“Transformers: Age of Extinction” stampeded into theaters on Thursday, racking up $8.75 million from evening showings, according to studio estimates.
The film screened at approximately 2,990 locations in the U.S. starting at 9 p.m., with Imax representing $1.4 million of that estimate.
It’s a big number, but it’s also a new low for the franchise in terms of late-night results. The most recent film in the series, “Transformers: Dark of the Moon,” earned $13.5 million from late-night showings, while the second installment, 2009′s “Transformers: Revenge of the Fallen,” snagged a series-leading $16.6 million from midnight showings. The previous low-water mark was 2007’s “Transformers,” which earned $8.8 million from its preview and midnight screenings.
Paramount compared the late-night results with a number of recent Thursday releases such as the $9.3 million that “Godzilla” brought in and the $10.3 million start for “Captain America: The Winter Soldier,” both of which began showings earlier in the evening.
Internationally, the film is shaping up to be a juggernaut, racking up $30 million in foreign territories, including setting a record in China with an estimated $3.5 million debut on Thursday.
It also scored a huge $5.5 million debut in Russia and the biggest opening day of all time in Taiwan with $1.4 million.
The sequel is pitched with an eye toward foreign markets, and will debut in 37 markets internationally this weekend, including such key territories as South Korea and Australia. The biggest coup for Paramount is landing a day-and-date premiere in China. The film went to great lengths to appeal to Chinese audiences, filming portions in such national landmarks as the Great Wall and casting local star Li Bingbing in a significant role.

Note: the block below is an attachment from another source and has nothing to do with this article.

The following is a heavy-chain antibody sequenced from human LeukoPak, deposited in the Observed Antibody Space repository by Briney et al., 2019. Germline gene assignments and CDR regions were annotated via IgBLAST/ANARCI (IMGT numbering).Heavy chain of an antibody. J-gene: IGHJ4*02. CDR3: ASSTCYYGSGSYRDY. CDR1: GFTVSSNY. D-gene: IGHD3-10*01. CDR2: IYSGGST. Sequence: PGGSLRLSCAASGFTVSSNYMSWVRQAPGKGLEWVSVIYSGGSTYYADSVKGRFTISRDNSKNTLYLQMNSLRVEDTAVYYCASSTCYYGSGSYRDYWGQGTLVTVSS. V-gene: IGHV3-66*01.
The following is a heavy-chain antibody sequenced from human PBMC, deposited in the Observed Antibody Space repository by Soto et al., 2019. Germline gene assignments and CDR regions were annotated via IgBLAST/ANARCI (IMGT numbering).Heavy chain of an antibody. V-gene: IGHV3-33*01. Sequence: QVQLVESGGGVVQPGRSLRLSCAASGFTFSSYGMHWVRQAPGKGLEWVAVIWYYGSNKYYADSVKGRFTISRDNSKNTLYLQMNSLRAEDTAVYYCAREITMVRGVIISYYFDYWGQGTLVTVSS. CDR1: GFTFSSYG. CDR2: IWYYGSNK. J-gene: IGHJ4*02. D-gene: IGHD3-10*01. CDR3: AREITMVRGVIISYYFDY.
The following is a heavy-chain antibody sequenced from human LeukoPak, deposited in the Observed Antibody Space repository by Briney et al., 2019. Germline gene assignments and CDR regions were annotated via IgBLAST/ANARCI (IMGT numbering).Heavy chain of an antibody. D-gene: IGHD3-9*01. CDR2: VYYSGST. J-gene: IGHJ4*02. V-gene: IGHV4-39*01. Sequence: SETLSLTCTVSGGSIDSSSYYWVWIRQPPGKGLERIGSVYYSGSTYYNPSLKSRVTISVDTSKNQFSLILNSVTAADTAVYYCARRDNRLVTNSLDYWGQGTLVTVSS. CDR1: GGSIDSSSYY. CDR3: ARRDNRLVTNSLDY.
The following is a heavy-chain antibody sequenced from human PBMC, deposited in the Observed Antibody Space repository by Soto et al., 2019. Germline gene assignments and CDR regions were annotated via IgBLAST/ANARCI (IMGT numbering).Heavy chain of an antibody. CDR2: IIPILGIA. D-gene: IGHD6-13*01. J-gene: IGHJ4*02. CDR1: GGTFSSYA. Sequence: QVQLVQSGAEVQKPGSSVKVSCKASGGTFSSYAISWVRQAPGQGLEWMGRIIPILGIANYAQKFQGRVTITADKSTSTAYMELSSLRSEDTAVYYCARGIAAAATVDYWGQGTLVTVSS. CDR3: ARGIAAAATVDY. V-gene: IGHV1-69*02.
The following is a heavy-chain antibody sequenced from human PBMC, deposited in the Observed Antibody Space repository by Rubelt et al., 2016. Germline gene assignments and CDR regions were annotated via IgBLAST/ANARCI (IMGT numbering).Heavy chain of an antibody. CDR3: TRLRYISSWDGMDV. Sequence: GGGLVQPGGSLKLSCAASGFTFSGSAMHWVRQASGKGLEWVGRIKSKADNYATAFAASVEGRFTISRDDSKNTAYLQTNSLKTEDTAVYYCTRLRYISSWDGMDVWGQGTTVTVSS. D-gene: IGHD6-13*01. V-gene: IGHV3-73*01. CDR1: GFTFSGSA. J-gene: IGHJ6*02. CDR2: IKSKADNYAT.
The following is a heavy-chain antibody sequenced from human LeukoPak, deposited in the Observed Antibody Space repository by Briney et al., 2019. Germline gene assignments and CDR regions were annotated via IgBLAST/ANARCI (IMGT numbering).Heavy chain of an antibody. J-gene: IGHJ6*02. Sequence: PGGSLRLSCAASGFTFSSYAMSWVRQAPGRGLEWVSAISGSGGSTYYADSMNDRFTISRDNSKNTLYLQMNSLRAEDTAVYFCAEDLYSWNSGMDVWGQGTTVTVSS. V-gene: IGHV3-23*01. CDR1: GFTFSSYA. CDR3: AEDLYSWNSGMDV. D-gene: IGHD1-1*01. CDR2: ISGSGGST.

China is the world’s second-largest film market and was the foreign territory that contributed the most to the bottom line of the previous film in the franchise, “Transformers: Dark of the Moon,” adding nearly $170 million to its total.
The Paramount Pictures release will now expand to approximately 4,200 locations domestically, 353 of which are Imax, in what analysts project will be a $100 million opening. If it hits that mark it will be the first film to premiere to nine figures this year.
The Michael Bay production is the fourth film in a franchise that has already brought in $2.6 billion globally in ticket receipts. It was filmed for $210 million after rebates. It’s banking on a new cast, led by Mark Wahlberg, to reinvigorate the franchise and possibly inspire a new trilogy, while its previous star, Shia LaBeouf, remains mired in controversy — having been arrested in New York on the film’s opening night.
Reviews for the film have been abysmal, with Rotten Tomatoes awarding it with a 17% rotten rating, but the picture appears to be critic-proof.
For Paramount, big box office will always be preferable to a slot in the Criterion Collection.